Goat: what are the pre-delivery signsgreenspun.com : LUSENET : Countryside : One Thread
Hello All, I have been searching the archives and I can't find my answers, so I will post them and hopefully you all won't be too critical of my ignorance. I have had 2 birthing experiences but for the life of me I can't remember what the PRE symptoms are for when my does are getting ready. They were breed on the 24th of the month 5 months ago, so on Christmas Eve they are ready, RIGHT? LOL What will I be looking for? She has a large bag and is huge, no discharge yet and I am so anxious, Could you give me some good early warning signs? I have friends who are getting one of the babies and are going to camp out here when it gets close, but how do we know when that is and how soon after the babies are born may they take it home with them, they are going to bottle feed it. Okay I will wait for your answers, you all are great and I rely on you so, my books just don't give me the answers that you do. Thanks Karole
-- Karole (Biz3boymom@aol.com), December 18, 2001
She would be due more around the 21 or 22 I believe if you are figuring 150 days.
-- Leslie in Western WA (firstname.lastname@example.org), December 18, 2001.
My best advice is to go to http://fiascofarms.com/ and read her site, really excellent photos on what to look for! Here are a few others to help also. Vicki
-- Vicki McGaugh TX (email@example.com), December 18, 2001.
Pre-Delivery signs are as follows;
bitter cold, pouring rain and a lost nanny that you will only find in the barn that is farthest from the house.
-- Jason in S.Tenn. (AJAMA5@netscape.net), December 18, 2001.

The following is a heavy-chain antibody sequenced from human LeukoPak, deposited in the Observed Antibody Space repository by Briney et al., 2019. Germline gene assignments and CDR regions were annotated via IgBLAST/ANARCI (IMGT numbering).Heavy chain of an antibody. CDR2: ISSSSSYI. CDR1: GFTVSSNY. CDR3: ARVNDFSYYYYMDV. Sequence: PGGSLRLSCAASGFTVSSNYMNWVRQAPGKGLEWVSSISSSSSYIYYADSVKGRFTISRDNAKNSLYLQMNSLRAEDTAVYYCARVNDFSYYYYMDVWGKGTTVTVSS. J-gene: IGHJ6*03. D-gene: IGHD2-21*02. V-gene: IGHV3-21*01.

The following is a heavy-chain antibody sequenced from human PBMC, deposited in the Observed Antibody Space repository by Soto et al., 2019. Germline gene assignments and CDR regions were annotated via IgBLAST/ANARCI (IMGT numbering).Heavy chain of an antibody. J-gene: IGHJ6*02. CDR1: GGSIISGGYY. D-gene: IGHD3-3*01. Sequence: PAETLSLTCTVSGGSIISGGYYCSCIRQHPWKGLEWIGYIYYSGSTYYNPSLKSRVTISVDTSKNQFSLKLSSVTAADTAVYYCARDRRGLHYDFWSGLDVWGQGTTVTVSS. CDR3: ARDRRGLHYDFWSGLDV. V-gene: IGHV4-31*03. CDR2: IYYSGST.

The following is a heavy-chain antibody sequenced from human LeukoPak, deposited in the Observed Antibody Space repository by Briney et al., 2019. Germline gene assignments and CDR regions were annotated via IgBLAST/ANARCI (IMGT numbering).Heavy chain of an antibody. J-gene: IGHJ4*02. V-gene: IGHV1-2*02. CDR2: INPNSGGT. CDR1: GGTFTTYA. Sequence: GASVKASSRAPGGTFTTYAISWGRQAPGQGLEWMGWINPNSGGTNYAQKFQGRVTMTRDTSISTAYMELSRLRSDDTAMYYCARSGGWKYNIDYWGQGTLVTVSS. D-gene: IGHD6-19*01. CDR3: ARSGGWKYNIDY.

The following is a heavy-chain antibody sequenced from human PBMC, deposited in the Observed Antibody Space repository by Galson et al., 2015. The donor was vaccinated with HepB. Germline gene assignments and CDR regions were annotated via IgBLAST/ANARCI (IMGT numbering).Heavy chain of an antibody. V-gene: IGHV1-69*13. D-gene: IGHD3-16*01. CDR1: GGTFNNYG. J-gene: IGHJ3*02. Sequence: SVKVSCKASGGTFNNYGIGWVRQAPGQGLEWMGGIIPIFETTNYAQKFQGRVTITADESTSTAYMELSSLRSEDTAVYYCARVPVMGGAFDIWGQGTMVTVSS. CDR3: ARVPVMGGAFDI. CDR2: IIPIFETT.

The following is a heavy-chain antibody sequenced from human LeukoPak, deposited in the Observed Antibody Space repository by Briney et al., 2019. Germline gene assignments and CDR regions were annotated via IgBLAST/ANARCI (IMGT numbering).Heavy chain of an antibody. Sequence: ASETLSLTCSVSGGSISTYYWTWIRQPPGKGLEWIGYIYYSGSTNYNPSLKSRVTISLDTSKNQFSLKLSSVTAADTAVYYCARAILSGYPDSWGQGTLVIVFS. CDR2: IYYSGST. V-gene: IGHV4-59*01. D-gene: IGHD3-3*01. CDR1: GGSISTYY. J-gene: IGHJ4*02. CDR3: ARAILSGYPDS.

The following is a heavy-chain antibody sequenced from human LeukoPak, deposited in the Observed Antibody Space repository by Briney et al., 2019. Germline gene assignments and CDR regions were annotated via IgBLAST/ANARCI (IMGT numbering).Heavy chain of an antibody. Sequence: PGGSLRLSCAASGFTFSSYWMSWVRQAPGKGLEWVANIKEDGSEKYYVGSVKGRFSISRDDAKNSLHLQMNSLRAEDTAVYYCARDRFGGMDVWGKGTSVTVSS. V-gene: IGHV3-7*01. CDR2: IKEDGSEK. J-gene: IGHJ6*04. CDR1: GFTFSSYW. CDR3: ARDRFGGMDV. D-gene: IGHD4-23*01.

In our does, the signs are white mucus, a faint sense of preoccupation, getting up and getting down and getting up and getting down and getting up and getting down.....
-- gita (firstname.lastname@example.org), December 18, 2001.
Karole, She could be due any time assuming that the month she was bred in was July, right? Look for a discharge whiteish - Yellowish almost like when in heat. She will go slightly off her feed and lay around and seem impatient. Sometimes she will get up and down maybe even scrathc at her belly. I use a intercom system during this time. The sound is different from usual sounds. I've never had a doe yet not make noises when she kids. As for the Kid I would leave it or them with her at least 3 days they need their Mom's first milk for immunity. The best thing to feed is goat milk if they intend to feed replacer be sure it is for kids. The stuff that is for everything I've had no success with. Lamb's replacer has too high a fat content. Bottle feeding is great but the best way is to use goat's milk. Linda
-- Linda (email@example.com), December 18, 2001.
There are two ligaments that run off at 45 degree angles from her spine in the rump area, to the pin bones. The pin bones are the ones that jut out a little on either side of the tail when viewed from the rear. Feel a lot of animals, bucks, does, wethers. and try to find the ligaments by running your fingers down the rump, one finger on either side of the spine. The ligamants feel like cords the diameter of a pencil. They can even be mistaken for bones.